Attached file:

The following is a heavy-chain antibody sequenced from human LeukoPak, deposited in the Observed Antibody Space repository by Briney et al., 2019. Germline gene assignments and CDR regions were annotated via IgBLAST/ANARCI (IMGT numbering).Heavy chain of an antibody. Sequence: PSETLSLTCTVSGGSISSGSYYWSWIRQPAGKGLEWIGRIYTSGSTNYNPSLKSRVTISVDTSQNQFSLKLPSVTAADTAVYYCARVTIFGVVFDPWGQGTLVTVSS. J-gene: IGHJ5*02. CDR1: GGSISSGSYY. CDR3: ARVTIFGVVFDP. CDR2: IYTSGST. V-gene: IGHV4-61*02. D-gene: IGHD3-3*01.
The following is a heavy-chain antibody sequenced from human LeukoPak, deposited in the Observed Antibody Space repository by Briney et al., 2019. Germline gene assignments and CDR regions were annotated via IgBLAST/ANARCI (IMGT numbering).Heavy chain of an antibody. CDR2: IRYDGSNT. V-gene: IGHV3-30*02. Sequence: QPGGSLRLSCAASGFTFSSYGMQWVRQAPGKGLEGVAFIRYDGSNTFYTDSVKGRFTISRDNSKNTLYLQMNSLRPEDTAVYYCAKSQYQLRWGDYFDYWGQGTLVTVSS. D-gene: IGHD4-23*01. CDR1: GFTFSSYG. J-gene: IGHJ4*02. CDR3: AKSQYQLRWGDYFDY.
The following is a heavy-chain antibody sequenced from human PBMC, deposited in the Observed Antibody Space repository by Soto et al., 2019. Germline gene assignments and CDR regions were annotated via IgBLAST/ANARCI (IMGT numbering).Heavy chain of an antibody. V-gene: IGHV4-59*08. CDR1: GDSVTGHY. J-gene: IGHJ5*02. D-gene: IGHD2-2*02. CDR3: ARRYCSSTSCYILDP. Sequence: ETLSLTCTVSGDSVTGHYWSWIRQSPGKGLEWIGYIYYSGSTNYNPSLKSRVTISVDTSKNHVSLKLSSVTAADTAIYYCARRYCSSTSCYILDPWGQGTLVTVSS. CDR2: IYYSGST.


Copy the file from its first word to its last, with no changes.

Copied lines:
The following is a heavy-chain antibody sequenced from human LeukoPak, deposited in the Observed Antibody Space repository by Briney et al., 2019. Germline gene assignments and CDR regions were annotated via IgBLAST/ANARCI (IMGT numbering).Heavy chain of an antibody. Sequence: PSETLSLTCTVSGGSISSGSYYWSWIRQPAGKGLEWIGRIYTSGSTNYNPSLKSRVTISVDTSQNQFSLKLPSVTAADTAVYYCARVTIFGVVFDPWGQGTLVTVSS. J-gene: IGHJ5*02. CDR1: GGSISSGSYY. CDR3: ARVTIFGVVFDP. CDR2: IYTSGST. V-gene: IGHV4-61*02. D-gene: IGHD3-3*01.
The following is a heavy-chain antibody sequenced from human LeukoPak, deposited in the Observed Antibody Space repository by Briney et al., 2019. Germline gene assignments and CDR regions were annotated via IgBLAST/ANARCI (IMGT numbering).Heavy chain of an antibody. CDR2: IRYDGSNT. V-gene: IGHV3-30*02. Sequence: QPGGSLRLSCAASGFTFSSYGMQWVRQAPGKGLEGVAFIRYDGSNTFYTDSVKGRFTISRDNSKNTLYLQMNSLRPEDTAVYYCAKSQYQLRWGDYFDYWGQGTLVTVSS. D-gene: IGHD4-23*01. CDR1: GFTFSSYG. J-gene: IGHJ4*02. CDR3: AKSQYQLRWGDYFDY.
The following is a heavy-chain antibody sequenced from human PBMC, deposited in the Observed Antibody Space repository by Soto et al., 2019. Germline gene assignments and CDR regions were annotated via IgBLAST/ANARCI (IMGT numbering).Heavy chain of an antibody. V-gene: IGHV4-59*08. CDR1: GDSVTGHY. J-gene: IGHJ5*02. D-gene: IGHD2-2*02. CDR3: ARRYCSSTSCYILDP. Sequence: ETLSLTCTVSGDSVTGHYWSWIRQSPGKGLEWIGYIYYSGSTNYNPSLKSRVTISVDTSKNHVSLKLSSVTAADTAIYYCARRYCSSTSCYILDPWGQGTLVTVSS. CDR2: IYYSGST.